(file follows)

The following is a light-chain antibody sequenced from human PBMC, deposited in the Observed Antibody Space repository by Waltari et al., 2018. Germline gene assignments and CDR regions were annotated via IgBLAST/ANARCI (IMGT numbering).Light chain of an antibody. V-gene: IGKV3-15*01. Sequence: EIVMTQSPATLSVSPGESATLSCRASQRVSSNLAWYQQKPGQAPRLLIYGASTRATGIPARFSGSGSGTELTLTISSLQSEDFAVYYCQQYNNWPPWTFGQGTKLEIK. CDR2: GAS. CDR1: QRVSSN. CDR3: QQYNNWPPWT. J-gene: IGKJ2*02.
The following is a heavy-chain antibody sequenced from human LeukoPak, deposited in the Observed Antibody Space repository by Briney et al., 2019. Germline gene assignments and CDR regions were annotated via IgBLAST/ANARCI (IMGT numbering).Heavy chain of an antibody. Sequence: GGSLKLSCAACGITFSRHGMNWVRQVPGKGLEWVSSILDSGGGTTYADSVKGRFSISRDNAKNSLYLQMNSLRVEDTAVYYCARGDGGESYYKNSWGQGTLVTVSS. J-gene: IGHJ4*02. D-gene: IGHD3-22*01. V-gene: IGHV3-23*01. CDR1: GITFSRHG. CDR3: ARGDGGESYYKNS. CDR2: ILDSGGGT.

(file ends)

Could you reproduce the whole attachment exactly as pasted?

The following is a light-chain antibody sequenced from human PBMC, deposited in the Observed Antibody Space repository by Waltari et al., 2018. Germline gene assignments and CDR regions were annotated via IgBLAST/ANARCI (IMGT numbering).Light chain of an antibody. V-gene: IGKV3-15*01. Sequence: EIVMTQSPATLSVSPGESATLSCRASQRVSSNLAWYQQKPGQAPRLLIYGASTRATGIPARFSGSGSGTELTLTISSLQSEDFAVYYCQQYNNWPPWTFGQGTKLEIK. CDR2: GAS. CDR1: QRVSSN. CDR3: QQYNNWPPWT. J-gene: IGKJ2*02.
The following is a heavy-chain antibody sequenced from human LeukoPak, deposited in the Observed Antibody Space repository by Briney et al., 2019. Germline gene assignments and CDR regions were annotated via IgBLAST/ANARCI (IMGT numbering).Heavy chain of an antibody. Sequence: GGSLKLSCAACGITFSRHGMNWVRQVPGKGLEWVSSILDSGGGTTYADSVKGRFSISRDNAKNSLYLQMNSLRVEDTAVYYCARGDGGESYYKNSWGQGTLVTVSS. J-gene: IGHJ4*02. D-gene: IGHD3-22*01. V-gene: IGHV3-23*01. CDR1: GITFSRHG. CDR3: ARGDGGESYYKNS. CDR2: ILDSGGGT.